Take your nickname to heart, President Cupcake
Think of it as the cherry on top, Cyril
So former President Zuma resigned just an hour before midnight on Valentine’s Day, precisely like a man with five wives who has lost track of the days and realised almost too late what trouble he’s in and has gone scrambling to the Shell Shop for his Valentine’s Day gifts, managing to hand them over with only minutes to spare. There were times during the speech when I was convinced he actually had two speeches – one resigning, one defiant – and had randomly shuffled the pages into each other like some kind of impish performance artist.
Happily it ended on the right page. “We’ll meet somewhere,” he said, which is either an incredibly lame anticlimax or a darkly sinister promise or an uncharacteristic effort to remember the lyrics to a Vera Lynn song from World War 2. He went chuckling off stage left and just like that we were left with President Cupcake.Nicknames are difficult things, especially for the one being nicknamed. You can’t make them happen, and once you have them they’re difficult to change. George Costanza on Seinfeld decided he should be called T-Bone by the fellows at work, so took every opportunity around the office to declare how much he liked eating T-Bones. This is not a good way to be known as T-Bone; this is a good way to be known as the guy who wants to be known as T-Bone, which is an altogether sadder thing.
I’m sure in time there’ll be others, but right now Cyril Ramaphosa has two nicknames in the ether – Buffalo and Cupcake – and I doubt he much likes either. Buffalo, currently favoured by the EFF, sounds nobler but is probably more aggressive, designed to try remind us that Cyril is a fatcat who bid more than R18-million for a buffalo cow and her calf at an auction in 2012, shortly after Marikana. Cupcake was the alleged term of endearment allegedly used by one of his alleged girlfriends in the allegedly sexy alleged e-mail leaked last year by the alleged newspaper the Sunday Independent.In retrospect, that e-mail should have been a warning to Zuma and his orcs. For most men being called Cupcake would have all the aphrodisiac effect of a crying baby. Any fellow who can still seek sexy times despite being called Cupcake right to his face is clearly a soldier of greater subtlety, strategy and singlemindedness than your average adversary.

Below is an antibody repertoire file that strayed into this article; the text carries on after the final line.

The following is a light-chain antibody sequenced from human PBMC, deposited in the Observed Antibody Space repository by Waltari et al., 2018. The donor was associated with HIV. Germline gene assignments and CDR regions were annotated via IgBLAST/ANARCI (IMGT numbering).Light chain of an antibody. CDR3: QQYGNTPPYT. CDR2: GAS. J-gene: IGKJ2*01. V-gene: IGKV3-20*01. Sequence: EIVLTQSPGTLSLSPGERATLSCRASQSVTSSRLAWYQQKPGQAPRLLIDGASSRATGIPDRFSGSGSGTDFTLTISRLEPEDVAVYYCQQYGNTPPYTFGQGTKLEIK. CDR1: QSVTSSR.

In my university residence almost everyone had a nickname, but not all nicknames had clear origins. Howard Donninger was called Bart because he looked like a Bart. Bart Simpson? No, just a Bart. My friend Chunko is called Chunko because his sister once wrote him a letter from home addressed, for no good reason, to “El Chunko”. Someone, poking through the pigeonholes, chanced to read it. I can’t remember Chunko’s real name – I assume his wife does, but that’s only because she met him after he left university.
It’s unclear whether Chunko minded being called Chunko, but in a men’s residence that doesn’t matter. The surest way to keep a nickname you don’t like is to let people know you don’t like it. There was a guy called Foxcroft who came from Port Elizabeth, or maybe it was East London. Normally nicknames arise organically, almost invisibly, but this one was consciously fabricated one bored afternoon in the common room in study week when everyone was just sitting around because otherwise they’d have to be studying.
Someone, maybe Browsie, cast an idle eye at Foxcroft and said that since he came from the Eastern Cape he should be called Skom. Deliberate efforts to coin a nickname seldom stick but Foxcroft, being from the Eastern Cape, didn’t have the wit to realise that. In an early instance of the Streisand Effect, he moved swiftly to stamp this out.
“I’m not Skom,” said Foxcroft.
“Yes, you are,” said Browsie.
“No one will call me Skom,” said Foxcroft.
“Yes, they will,” said Browsie.
“You wanna bet?” said Skom.
I was always secretly sorrowful that I never had a nickname at residence.I like to persuade myself that this was a mark of people’s respect for my slightly aloof qualities of solemnity and dignity, as though I were a kind of homespun Thabo Mbeki, without the cardigan, but really I know this was a sign of never being taken to anyone’s heart. When a group of people gives you a nickname, it means they recognise you as part of the collective, as a woof or warp in the tapestry. It doesn’t necessarily mean they like you, but even a villain of a piece is still a part of the piece.
As far as nicknames go, “President” is a pretty good one, but President Cupcake is the cherry on top.